The doctrines of the Over-Soul, correspondence, and compensation seem nowadays to add up to shallow optimism and insufferable smugness,” Perry Miller wrote in 1940. “Fortunately,” he went on, “no one is compelled to take them seriously.” Surely that comment marks the low point in Emerson’s reputation, which suffered throughout the early decades of this century as the rebellion against the American provincial past identified him as the chief enemy. So the great American radical of the 1830’s became the very symbol of repression in the 1930’s. It is an irony that Emerson, keenly sensitive to the dialetic of history, would have appreciated. Somewhere near mid-century, though, Emerson’s stock began to rise. Miller’s bemused and wary skepticism was replaced by F.O. Matthiessen’s confidence in the importance of Emerson’s artistry (1941), and Stephen F. Whicher’s recognition of the complexities of the inner man standing beneath the affirmative pose of the essays (1953). When, in 1962, the first volume of Harvard’s new edition of Emerson’s Journals and Miscellaneous Notebooks appeared, a major revival had begun. With the completion of that series, and the 1982 celebration of the centennial of his death, Emerson had assumed a place as the central voice of America’s intellectual past.
What could account for this turnaround? Matthiessen’s concentration on Emerson’s symbolic turn of mind accorded well with the new criticism; Whicher made of Emerson’s life a version of the tragic congenial to the modern sensibility; the revival of studies in Unitarian theological history forced a reconsideration of the “rebelling” Emerson. Even the current interest in literary theory has recognized in Emerson a sympathetic historical sensibility. But central to this revival was the appearance, over the last two decades, of Emerson’s reedited Journals and Miscellaneous Notebooks, source material which laid before scholars with extraordinary clarity the development of a rich and complex mind. The significance of such an edition, finally, is the critical fruit it can bear. Barbara Packer’s Emerson’s Fall proves that Emerson’s career can still sustain the profoundest of critical inquiries.
The significance of Packer’s work is that it addresses directly the issue of Emerson’s availability to the contemporary reader. Her ostensible subject is Emerson’s myth, or in his case myths, of the fall of man. This title also plays against Whicher’s influential reading of Emerson’s own “fall” from early optimism to a final fatalism and determinism. But Packer’s formal framework is in fact a very adept way of phrasing a more pressing question: how can we, now in the 1980’s, find intellectual space for a man willing to say, as Emerson did in his first book Nature, “ We must trust the perfection of the creation so far as to believe that whatever curiosity the order of things has awakened in our minds, the order of things can satisfy.” For Packer, this optative Emerson is, fundamentally a visionary. His affirmations are less earned or achieved than realized; they are gifts, not accomplishments. And her sensitivity to Romantic echoes and parallels from Blake to Stevens is persuasive evidence of his kinship to the visionary tradition.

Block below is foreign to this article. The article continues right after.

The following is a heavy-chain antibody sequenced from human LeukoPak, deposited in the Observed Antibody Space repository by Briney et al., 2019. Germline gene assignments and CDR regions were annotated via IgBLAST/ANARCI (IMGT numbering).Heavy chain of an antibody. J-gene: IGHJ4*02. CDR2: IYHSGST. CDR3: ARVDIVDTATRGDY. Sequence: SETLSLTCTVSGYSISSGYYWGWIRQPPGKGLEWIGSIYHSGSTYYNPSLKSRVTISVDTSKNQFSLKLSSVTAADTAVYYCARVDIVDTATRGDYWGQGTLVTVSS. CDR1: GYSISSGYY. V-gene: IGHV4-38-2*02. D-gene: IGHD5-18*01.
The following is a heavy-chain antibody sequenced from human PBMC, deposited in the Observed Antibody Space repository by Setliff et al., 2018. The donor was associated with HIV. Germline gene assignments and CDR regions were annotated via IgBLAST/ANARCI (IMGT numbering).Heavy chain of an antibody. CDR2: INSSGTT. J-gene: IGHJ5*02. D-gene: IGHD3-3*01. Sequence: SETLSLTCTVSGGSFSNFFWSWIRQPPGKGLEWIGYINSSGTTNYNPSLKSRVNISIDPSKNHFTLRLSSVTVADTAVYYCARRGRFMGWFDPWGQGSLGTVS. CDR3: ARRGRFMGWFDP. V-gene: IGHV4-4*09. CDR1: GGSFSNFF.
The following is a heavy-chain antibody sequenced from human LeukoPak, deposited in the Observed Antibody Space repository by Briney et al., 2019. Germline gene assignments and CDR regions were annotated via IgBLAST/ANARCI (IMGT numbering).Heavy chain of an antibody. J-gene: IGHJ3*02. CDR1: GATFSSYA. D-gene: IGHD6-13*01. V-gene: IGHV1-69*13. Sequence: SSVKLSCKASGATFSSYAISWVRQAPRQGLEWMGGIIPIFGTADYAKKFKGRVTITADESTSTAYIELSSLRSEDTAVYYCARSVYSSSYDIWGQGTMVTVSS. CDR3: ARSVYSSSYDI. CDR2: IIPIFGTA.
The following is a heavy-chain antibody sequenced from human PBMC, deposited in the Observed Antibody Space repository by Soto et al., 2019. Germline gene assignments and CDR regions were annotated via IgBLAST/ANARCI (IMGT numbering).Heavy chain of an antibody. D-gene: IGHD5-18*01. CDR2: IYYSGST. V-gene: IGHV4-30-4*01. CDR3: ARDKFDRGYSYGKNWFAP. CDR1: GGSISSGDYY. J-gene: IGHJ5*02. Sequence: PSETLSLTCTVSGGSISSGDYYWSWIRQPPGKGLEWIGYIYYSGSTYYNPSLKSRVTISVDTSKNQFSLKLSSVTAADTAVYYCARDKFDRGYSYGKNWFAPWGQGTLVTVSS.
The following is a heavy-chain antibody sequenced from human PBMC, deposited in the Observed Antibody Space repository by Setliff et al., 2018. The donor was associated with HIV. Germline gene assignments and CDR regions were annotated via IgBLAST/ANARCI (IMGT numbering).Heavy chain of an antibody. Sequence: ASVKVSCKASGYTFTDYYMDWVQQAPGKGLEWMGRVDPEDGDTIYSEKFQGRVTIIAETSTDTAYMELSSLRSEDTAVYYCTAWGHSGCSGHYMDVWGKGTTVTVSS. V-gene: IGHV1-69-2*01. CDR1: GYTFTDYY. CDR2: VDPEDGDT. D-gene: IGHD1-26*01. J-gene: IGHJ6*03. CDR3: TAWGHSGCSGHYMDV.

But if to Emerson much was given in moments of insight, much was also required. His insights were fleeting; his recognition of their absence was acutely painful. His struggle was to believe how these repeated “glimpses of a world that might be adequate to [the soul’s] desires” could be reconciled with “the mysterious persistence of evil, suffering, and death.” Packer explains that Emerson maintained his balance through a series of four fables of the fall, which changed as his career did. In Nature (1836) he proposed theories of “contraction” and “dislocation” to explain the fall. In the early 1840’s, Emerson proposed in “Circles” a fable of “ossification,” and in “Experience,” a theory of “reflection.” All of these fables are recognitions of the lack of consonance between the world and the mind. Each in its own way answers Miller’s charge of “smugness” and “shallow optimism.” But the most revealing of them is the myth of “dislocation” which Packer locates in Nature.
Her discussion on Nature is the heart of the book, and it establishes her as both a fine speculative critic and a rather determined historical scholar. Both traits are necessary to take Emerson’s measure. What she finds is that Emerson’s controversial metaphor of enlightenment—”I become a transparent eyeball”—is less a stroke of poetic fancy than a complicated rendering of Emerson’s reading in some stimulating, but only half-baked optical theory in David Brewster’s 1831 account of Sir Isaac Newton’s Opticks. The “fits of easy transmission and reflexion” which were the law of light were “also the soul’s law,” Emerson said in his 1833 Journal, and suggestions of his debt to Brewster are included in notes to volumes 4 and 5 of the Journals by Alfred R. Ferguson and Merton M. Sealts, Jr. What Packer recognized is that Emerson made of these theories “a complex symbolic system that he retained to the end of his life.” Brewster theorized that light particles had attractive and repulsive poles or axes, in order to explain the variable qualities of transparency and opacity in certain phenomena of light. For Emerson, the soul, which as Packer noted was imaged as the “Eye,” also had such poles. The visionary moments came, as Emerson said, when “the axis of vision” became coincident with “the axis of things.” But when this coincidence was missing, things would “appear not transparent but opake.” As Packer notes, Emerson offers this theory with “formulaic terseness,” confident that it “explains all phenomena.” In particular, it explains the fall: the world seems thick, heavy, opaque to us when we experience a “dislocation” of our vision and its objects.